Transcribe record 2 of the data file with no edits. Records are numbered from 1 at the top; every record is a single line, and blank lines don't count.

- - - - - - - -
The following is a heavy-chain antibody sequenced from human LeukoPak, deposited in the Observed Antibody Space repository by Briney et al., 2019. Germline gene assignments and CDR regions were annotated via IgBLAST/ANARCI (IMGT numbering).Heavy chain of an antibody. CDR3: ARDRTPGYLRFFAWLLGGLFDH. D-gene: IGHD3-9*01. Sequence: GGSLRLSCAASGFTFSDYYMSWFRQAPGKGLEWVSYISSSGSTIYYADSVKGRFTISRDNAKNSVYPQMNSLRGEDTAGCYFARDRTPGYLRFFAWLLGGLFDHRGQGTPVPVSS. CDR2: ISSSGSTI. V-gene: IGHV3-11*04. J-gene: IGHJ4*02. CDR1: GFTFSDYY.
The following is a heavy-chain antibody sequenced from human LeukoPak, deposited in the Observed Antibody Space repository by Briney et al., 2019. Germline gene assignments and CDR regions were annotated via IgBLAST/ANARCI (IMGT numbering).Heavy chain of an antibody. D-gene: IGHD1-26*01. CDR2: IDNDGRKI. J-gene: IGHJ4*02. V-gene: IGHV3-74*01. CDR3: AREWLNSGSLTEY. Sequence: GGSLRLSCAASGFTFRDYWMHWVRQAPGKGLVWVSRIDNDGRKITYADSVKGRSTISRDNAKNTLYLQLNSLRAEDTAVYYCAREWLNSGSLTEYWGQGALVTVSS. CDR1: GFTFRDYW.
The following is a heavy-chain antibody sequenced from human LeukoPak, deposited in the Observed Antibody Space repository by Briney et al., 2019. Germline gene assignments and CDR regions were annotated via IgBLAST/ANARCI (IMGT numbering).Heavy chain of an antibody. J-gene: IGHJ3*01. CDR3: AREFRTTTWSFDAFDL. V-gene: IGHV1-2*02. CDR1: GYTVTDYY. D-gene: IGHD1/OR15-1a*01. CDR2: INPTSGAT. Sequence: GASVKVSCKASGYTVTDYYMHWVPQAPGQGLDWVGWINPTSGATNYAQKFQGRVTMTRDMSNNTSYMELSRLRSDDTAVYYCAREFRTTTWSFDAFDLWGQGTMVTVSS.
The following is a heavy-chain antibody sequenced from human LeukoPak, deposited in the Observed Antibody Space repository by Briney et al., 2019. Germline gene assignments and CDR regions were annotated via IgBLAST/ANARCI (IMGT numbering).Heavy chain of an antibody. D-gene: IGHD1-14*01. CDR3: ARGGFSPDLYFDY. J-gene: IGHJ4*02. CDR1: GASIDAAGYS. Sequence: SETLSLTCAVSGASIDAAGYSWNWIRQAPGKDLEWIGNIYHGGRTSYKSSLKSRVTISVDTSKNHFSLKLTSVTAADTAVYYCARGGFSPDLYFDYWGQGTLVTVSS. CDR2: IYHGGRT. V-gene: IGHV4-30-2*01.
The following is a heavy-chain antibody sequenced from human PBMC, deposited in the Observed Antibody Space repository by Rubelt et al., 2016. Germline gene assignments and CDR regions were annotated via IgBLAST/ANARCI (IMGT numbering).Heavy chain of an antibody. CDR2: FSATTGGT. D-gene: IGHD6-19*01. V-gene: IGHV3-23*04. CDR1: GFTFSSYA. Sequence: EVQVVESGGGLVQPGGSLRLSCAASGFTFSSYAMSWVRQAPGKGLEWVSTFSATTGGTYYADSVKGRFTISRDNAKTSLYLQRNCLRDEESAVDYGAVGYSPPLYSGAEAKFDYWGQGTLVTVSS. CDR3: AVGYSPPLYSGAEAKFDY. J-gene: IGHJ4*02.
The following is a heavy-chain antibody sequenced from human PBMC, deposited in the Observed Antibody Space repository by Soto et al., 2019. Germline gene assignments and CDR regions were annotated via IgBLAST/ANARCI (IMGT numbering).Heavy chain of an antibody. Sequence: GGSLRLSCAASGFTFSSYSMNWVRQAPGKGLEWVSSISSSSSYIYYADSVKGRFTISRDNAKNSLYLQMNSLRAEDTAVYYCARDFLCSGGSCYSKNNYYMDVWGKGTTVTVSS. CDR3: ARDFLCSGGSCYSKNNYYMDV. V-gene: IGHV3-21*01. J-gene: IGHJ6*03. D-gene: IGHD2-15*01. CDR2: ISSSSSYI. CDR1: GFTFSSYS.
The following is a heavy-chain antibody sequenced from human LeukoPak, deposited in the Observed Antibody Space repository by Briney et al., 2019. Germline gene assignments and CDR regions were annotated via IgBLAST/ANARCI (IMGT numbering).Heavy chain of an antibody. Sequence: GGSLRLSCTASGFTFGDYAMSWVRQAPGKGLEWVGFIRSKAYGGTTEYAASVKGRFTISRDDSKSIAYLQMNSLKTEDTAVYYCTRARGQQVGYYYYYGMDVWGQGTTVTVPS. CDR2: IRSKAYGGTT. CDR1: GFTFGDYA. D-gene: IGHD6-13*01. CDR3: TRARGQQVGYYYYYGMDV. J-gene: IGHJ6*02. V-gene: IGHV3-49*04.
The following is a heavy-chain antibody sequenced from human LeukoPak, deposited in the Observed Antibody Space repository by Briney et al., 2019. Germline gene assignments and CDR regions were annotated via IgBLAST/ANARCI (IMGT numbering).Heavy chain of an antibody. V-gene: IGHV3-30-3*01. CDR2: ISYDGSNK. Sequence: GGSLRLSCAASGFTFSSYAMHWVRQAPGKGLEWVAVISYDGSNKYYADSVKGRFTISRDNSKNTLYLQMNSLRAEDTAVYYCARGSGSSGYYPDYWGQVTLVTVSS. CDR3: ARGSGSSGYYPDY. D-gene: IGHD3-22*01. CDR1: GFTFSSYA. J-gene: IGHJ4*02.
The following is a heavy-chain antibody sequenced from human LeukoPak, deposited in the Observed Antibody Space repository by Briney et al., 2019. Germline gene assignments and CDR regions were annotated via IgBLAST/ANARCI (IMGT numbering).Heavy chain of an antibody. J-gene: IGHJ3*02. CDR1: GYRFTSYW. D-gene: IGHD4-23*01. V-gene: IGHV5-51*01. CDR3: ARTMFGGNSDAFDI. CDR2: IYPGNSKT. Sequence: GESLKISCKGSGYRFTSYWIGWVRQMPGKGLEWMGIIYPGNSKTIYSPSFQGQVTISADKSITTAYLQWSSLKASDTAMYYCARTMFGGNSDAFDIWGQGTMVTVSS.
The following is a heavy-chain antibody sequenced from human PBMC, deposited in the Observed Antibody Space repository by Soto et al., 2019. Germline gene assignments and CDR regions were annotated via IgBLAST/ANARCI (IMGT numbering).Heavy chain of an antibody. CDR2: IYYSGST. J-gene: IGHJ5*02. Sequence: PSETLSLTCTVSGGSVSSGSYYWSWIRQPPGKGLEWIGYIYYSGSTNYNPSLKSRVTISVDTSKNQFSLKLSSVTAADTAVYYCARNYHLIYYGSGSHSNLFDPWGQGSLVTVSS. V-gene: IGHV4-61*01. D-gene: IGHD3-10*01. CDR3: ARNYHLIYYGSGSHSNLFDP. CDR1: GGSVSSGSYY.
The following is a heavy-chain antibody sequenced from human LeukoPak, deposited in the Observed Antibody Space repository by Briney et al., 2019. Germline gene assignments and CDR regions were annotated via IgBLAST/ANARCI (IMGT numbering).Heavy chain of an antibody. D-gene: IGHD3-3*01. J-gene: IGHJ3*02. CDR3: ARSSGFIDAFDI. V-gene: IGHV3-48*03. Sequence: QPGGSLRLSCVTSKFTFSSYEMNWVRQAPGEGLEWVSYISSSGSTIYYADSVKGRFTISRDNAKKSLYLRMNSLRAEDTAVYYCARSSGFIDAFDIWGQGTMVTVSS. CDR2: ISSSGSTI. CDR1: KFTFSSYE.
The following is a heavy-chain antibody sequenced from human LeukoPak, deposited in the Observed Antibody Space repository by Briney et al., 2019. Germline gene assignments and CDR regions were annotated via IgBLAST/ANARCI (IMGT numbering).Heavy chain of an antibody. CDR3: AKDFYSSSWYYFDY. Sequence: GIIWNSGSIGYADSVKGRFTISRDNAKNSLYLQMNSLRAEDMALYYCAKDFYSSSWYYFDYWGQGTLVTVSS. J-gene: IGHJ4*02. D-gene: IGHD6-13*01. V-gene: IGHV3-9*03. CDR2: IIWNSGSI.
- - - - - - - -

The following is a heavy-chain antibody sequenced from human LeukoPak, deposited in the Observed Antibody Space repository by Briney et al., 2019. Germline gene assignments and CDR regions were annotated via IgBLAST/ANARCI (IMGT numbering).Heavy chain of an antibody. D-gene: IGHD1-26*01. CDR2: IDNDGRKI. J-gene: IGHJ4*02. V-gene: IGHV3-74*01. CDR3: AREWLNSGSLTEY. Sequence: GGSLRLSCAASGFTFRDYWMHWVRQAPGKGLVWVSRIDNDGRKITYADSVKGRSTISRDNAKNTLYLQLNSLRAEDTAVYYCAREWLNSGSLTEYWGQGALVTVSS. CDR1: GFTFRDYW.